14) Surviving through the small hours with only a few lettuce leaves (chicken removed from dodgy chicken salad bought earlier), cold caramel pancakes and a couple of slices of free ginger cake all washed down by Red Bull is a very bad idea indeed. Poor planning and lack of carrying space on our bikes meant that we had few food and drink supplies and Le Mans diner, crepe stall and ice-cream van shut up for business before midnight.
14) The smell of reheated meat-based pasta and all manner of seemingly delicious and nutritious foods that all the other teams were preparing was so good. Sadly, none of these treats were ours and it all seemed so bloody unfair.
15) The support of the spectators through day and night who shouted: “Allez, allez Madame,” as I rounded the top corner of the hill provided an incredible boost to my flagging leg muscles.
16) Pacing yourself is almost impossible when most other riders are giving it their all. We knew that we were complete novices in this event, and that we stood no chance of impressing anyone, yet there was still something that drove us each to try to race as fast as we could every time we set out on the track.
17) For some reason, we were the only mixed gender team in the four-man relay category. It seems that the only mixed teams were in the six and eight-person categories. All other fours were men or women only.
18) For some other reason (yet another one) we decided to try to beat another relay team even though we had no idea who they were nor really cared what our overall pacing was.
19) It’s hugely exciting – and sometimes scary and dangerous – to have the huge “swarming” pelotons of semi-professional and serious French club “wasps” (riders) zoom past and around you as you push out your hour’s plod around the Le Mans track.
20) I am the Queen of Blag. If ever there was any doubt about this it was proven at Le Mans 24 Hour Sportive when I managed, without speaking much French, to obtain a full set of dry cycling kit from a neighbouring team. Thanks to the very generous Claude, of Bordeaux club Cycles Laurent Merignac, I ended up with bib shorts, jersey, waterproof jacket, gloves, socks and even lights for my bike spokes.
21) I have rarely felt a greater sense of happiness than when I took off my drenched and smelly bike kit and pulled on the dry blagged kit.
22) And I have rarely seen such an incredulous face as when Scot awoke from a brief kip to find me gleefully prancing around in my set of entirely blagged dry clothing.
23) 10 minutes is the maximum possible time for sleep on a concrete floor when the only nod to comfort are a borrowed (damp) sleeping bag and a wafer thin sleeping mat.
24) Sunrise is an incredible mood booster. Despite almost no sleep and almost 100 miles of hard cycling, our team suddenly came back to life with smiles and jokey silliness.
25) The first large coffee of the day could not have tasted better.
26) Unknown to me, my dad was tracking our progress on-line back home. With six hours to go he excitedly emailed to tell me we had risen up the rankings from 131st to 108th. It made me feel proud.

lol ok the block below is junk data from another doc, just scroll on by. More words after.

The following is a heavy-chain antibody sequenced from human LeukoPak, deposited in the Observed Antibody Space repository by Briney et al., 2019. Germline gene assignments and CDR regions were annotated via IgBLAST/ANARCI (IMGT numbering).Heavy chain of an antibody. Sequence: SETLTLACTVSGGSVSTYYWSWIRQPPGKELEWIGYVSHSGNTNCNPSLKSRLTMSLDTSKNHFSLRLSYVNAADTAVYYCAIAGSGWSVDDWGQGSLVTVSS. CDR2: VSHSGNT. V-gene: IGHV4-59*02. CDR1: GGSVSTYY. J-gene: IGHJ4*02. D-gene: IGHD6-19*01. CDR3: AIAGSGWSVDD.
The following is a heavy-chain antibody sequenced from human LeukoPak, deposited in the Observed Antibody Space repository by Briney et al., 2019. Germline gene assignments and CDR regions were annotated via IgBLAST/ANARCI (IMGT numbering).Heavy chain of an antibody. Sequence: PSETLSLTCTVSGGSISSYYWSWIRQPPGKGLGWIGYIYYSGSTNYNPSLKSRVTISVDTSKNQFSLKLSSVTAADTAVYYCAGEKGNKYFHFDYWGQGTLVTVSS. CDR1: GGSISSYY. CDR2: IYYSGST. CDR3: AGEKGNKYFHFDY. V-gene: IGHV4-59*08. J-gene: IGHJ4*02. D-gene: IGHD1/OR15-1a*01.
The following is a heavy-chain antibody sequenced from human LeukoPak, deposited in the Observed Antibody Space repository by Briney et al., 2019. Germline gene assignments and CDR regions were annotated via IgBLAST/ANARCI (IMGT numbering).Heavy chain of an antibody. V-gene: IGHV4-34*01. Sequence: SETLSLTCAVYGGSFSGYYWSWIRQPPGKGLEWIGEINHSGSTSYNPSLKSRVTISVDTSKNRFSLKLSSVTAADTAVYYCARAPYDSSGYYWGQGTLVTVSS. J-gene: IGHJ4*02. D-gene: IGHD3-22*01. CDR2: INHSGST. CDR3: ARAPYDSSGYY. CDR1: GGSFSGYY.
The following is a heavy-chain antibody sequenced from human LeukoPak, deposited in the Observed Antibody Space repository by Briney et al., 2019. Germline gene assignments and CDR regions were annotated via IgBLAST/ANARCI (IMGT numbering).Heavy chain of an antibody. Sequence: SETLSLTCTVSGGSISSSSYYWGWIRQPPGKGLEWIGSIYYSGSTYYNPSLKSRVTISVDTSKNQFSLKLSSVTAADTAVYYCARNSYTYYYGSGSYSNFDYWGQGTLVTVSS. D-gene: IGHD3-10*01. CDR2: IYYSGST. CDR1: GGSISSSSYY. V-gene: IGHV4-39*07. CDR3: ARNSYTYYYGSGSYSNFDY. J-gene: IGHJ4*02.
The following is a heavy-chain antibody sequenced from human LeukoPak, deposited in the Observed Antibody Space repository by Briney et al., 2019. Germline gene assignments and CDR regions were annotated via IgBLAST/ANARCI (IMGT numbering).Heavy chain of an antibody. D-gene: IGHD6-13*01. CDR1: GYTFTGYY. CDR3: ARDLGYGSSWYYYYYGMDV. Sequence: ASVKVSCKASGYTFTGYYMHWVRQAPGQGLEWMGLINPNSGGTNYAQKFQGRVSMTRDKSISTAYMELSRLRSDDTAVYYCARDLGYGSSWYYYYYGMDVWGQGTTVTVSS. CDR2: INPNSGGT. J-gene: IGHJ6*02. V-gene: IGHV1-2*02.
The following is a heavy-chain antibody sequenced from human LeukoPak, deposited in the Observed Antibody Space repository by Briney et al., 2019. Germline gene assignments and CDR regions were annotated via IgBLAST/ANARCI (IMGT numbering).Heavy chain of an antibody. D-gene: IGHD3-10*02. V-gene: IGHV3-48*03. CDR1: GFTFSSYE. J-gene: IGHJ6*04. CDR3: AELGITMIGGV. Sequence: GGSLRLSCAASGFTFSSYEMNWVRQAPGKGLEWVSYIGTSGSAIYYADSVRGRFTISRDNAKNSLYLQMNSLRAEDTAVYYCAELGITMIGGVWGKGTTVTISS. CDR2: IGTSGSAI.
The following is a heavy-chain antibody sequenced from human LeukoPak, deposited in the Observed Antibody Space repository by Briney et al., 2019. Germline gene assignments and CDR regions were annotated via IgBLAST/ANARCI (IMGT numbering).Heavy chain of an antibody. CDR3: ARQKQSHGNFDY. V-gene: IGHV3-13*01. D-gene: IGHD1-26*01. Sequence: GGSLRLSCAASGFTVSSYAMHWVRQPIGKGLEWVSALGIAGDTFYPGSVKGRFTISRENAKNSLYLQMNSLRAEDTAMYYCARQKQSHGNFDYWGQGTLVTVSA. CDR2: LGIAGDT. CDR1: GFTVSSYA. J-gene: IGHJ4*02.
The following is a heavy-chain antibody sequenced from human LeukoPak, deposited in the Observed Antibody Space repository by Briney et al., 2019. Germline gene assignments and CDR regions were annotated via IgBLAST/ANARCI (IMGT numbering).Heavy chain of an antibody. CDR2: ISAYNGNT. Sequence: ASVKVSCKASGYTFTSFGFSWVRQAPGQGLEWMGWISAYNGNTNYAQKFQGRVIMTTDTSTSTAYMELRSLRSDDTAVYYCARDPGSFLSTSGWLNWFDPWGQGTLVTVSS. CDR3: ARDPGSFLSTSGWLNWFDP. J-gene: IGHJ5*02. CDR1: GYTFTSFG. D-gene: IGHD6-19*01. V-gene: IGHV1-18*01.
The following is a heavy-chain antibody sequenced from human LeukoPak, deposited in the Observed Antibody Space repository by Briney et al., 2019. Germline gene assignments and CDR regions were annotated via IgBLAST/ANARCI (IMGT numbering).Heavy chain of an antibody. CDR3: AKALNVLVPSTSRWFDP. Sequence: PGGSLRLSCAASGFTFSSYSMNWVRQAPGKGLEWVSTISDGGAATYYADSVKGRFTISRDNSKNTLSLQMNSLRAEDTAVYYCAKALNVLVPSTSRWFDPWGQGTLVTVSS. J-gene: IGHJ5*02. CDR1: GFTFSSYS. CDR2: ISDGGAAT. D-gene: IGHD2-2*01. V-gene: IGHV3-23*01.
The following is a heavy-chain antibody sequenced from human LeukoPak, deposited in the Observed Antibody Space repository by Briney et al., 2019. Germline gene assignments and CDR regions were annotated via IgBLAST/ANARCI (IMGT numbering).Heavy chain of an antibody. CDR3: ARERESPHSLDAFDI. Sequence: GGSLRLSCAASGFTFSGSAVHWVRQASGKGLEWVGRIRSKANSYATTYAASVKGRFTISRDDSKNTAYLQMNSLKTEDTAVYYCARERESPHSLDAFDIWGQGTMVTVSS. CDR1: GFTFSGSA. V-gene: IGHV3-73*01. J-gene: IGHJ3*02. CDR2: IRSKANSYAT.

27) The mix of riders was fascinating. There were riders who ignored me, others who passed me so quickly they probably didn’t even register me and those who took me under their wing and let me draft them for five laps in a row. Thank you to one rider, Bruno, in team 678 who helped me by letting me draft him to race round a lap far faster than I ever imagined feasible.
28) While the 24-hour sportive is tough as part of a team of four, it is uncomprehendingly challenging for the riders who completed it solo. We watched with increasing awe and empathy as the eventual female winner, Elena Novikova, of Ukraine, rode 160 laps and covered 669km (415 miles).
Sebastien Berthlet, winner of men’s solo in 2009 and 2014, triumphed again in 2015. He rode 832kms (517 miles) in 199 laps. As a team we rode 156 laps and came home 109th in the four men team Prestige category.
29) Our team’s fastest lap was 7 minutes 19 seconds. The women’s fastest lap was a superb 5 minutes 52 seconds.
30) It didn’t matter that we were one of the slowest teams. During my final 45 minutes of the 24-hour sportive – and our team’s final leg – I still gave it my all. My head said exhausted, my legs squealed in pain and my arms and shoulders ached after almost six hours spent riding on my drop handlebars, yet I wanted to put in my last best effort. As the bell went for the final lap and the riders on the track raced ever faster I simply couldn’t stop myself joining them.
31) I’m not sure I will do this sportive again. It was an interesting, crazy and memorable experience and I would recommend it if you fancy doing something different and at the famous Le Mans race track. However, riding round and round all day and all night on one short track was a bit dull. I like sportives to take me to different places and the lack of sleep stayed with me for days afterwards.
Find out more about entering the 24 hour Le Mans Velo sportive.